Tuesday, October 25, 2011

Zombies Pt 3: the zombie brain

In this part of the zombie series, I decided I wanted to have some fun with the zombie brain (the brain eating kind). Check out Pt 1 about Zombies in Nature and Pt 2 on Zombies in History.

Beyond the "living dead" theory, zombies are characterized primarily by their abnormal but sterotyped behaviours. We can see this particularly in many popular Hollywood movies, where zombies aren't portrayed as reanimated dead, but as living humans infected by a biological pathogen such as a virus. They are alive, but different. However the method of transmission, the person is usually transformed into a single-minded hunting machine with all changes to bodily function serving to locate the prey, capture them and then to feed.

Neuroscience has shown that all thoughts and behaviors are associated with neural activity within the brain. Therefore, the zombie brain would also be similar. It makes no sense for it to be different. Because of the behavioural symptoms shown in movies, we're given clues and can piece some of the them together.

Let's break it down by symptoms:

1. Rage: When you look at zombies, they are always trying to eat people (generally angry I guess if they are to feel something). It's an anger that is directed toward everyone simply because they're human or, the next meal course. According to Oscillatory Thoughts, this behaviour has roots in the primitive parts of the brain that center around flight or fight. In humans not infected, these impulses are suppressed by signals in the lower part of the frontal lobe: the orbitofrontal cortex. It sends inhibitory signals to the amygdala.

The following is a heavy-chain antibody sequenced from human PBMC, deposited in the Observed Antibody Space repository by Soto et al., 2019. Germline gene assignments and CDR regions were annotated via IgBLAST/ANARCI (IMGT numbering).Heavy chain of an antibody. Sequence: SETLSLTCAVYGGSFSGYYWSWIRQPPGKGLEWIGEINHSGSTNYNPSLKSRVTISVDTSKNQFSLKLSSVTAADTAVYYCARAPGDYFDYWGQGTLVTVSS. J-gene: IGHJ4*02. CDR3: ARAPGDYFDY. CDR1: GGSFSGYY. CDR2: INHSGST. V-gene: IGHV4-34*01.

Like crocodiles (who is driven by the amygdala--studies show that by damaging it, the flight or fight responses is significantly reduced) zombies would be driven by this. Working with the amygdala, the anterior cingulate cortex dampens the excitability, giving the frontal lobe time to process and think what to do. A zombie would potentially have a damaged anterior cingulate cortex. With it affected, the zombie would be unable to regulate the anger, creating hyper-aggression.

2. Appetite: In the brain, there is an important part that controls feeding. This is the ventromedial hypothalamus. Zombies have an insatiable appetite it seems. They're always hunting for prey to chew on. If zombies were to have damage in this area, they wouldn't know when to stop eating. There have been studies in primates that have shown that damage to this area of the brain causes monkeys to eat anything and uncontrollably.

3. Stumbling/staggering gait:

A zombie isn't the best athlete. They stumble and stagger as they move. The area in the brain responsible for balance and fluid motion is the cerebellum and the basal ganglia. Zombies would probably suffer from some sort of dysfunction, much like cerebellar degeneration such as ataxia.

It's possible that all combined, this could explain the behaviour of zombies. Or at least the ones we know from popular fiction. What other symptoms can you think of?

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